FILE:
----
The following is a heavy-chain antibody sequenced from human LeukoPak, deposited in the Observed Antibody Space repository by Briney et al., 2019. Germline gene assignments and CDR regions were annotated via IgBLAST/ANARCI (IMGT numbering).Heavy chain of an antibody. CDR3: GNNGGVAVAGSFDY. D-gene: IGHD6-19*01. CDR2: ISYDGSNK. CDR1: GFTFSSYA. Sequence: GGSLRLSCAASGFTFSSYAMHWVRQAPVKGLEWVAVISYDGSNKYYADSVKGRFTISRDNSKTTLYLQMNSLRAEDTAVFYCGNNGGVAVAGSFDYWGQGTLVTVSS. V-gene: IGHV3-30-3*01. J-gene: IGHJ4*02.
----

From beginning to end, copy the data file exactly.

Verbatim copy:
The following is a heavy-chain antibody sequenced from human LeukoPak, deposited in the Observed Antibody Space repository by Briney et al., 2019. Germline gene assignments and CDR regions were annotated via IgBLAST/ANARCI (IMGT numbering).Heavy chain of an antibody. CDR3: GNNGGVAVAGSFDY. D-gene: IGHD6-19*01. CDR2: ISYDGSNK. CDR1: GFTFSSYA. Sequence: GGSLRLSCAASGFTFSSYAMHWVRQAPVKGLEWVAVISYDGSNKYYADSVKGRFTISRDNSKTTLYLQMNSLRAEDTAVFYCGNNGGVAVAGSFDYWGQGTLVTVSS. V-gene: IGHV3-30-3*01. J-gene: IGHJ4*02.